Stroke: How to Prevent One, How to Recognize One


Most of us can say we know someone who has had a stroke. The facts speak volumes:

  • A stroke happens every 40 seconds in the United States
  • Every 4 minutes, someone dies of a stroke
  • It is the fifth leading cause of death in the United States
  • Although they occur more commonly in those over the age of 65 years, it can occur at any age. The number of strokes occurring in people under the age of 60 years is climbing at an alarming rate.

The UVM Medical Center Stroke program wants to educate our community on the prevention of stroke and how to recognize symptoms to ensure timely treatment.

Stroke: How to Prevent One

There are some risk factors beyond our control: age, gender, race/ethnicity, and genetic factors.

That said, by controlling other factors, 80 percent of strokes can be prevented. These include:

  • Ensuring a healthy diet and controlling one’s weight
  • Staying physically active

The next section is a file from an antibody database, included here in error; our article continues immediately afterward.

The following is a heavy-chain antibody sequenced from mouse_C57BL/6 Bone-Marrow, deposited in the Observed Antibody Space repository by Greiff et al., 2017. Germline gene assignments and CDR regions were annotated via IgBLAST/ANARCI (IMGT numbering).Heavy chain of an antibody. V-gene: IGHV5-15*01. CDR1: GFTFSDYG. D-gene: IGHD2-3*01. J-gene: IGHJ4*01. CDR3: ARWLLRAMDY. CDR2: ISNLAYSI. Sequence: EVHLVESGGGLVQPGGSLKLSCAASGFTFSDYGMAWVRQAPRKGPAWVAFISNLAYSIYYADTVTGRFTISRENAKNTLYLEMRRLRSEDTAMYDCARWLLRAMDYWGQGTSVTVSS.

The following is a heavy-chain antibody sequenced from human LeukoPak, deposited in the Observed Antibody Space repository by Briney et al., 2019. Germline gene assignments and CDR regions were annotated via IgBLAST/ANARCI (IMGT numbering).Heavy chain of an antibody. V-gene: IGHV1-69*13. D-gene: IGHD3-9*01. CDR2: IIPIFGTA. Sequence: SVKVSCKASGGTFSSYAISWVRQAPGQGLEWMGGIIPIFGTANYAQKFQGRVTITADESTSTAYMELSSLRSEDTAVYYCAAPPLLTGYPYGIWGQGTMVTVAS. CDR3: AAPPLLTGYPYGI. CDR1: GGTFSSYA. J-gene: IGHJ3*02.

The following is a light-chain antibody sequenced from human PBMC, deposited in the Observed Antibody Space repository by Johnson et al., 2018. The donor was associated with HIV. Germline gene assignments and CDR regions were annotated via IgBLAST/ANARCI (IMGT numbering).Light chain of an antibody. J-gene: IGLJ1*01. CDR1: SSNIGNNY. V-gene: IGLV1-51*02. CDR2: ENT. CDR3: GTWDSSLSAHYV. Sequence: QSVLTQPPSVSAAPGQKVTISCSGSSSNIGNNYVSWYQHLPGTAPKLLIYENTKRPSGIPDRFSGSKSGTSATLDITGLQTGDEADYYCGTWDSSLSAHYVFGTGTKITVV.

• Avoiding excessive alcohol intake
  • Not smoking
  • Maintaining a healthy normal blood pressure
  • Keeping diabetes under control
  • Maintaining healthy levels of cholesterol
  • Controlling atrial fibrillation and if required taking appropriate blood thinners

How to Recognize the Symptoms

The earlier one recognizes and initiates treatment, the better the chances of a good recovery. Recognizing the symptoms and immediately calling 911 is the single most important step in surviving a stroke. Getting a stroke victim to a hospital, preferably a certified stroke center, for treatment provides the best assurance that they will survive this event and have a good functional recovery.

Use the acronym F.A.S.T to quickly assess someone who may be having a stroke. It stands for:

  • Facial Droop – can the person smile normally or does one side of the face droop
  • Arm Weakness – When the person raises both arms, does one arm drift downward
  • Speech Difficulty – Can the person speak normally or is speech slurred
  • Time to call 911- If you see any of these symptoms, immediately call 911

For more information

You may also go to the American Heart Association website at

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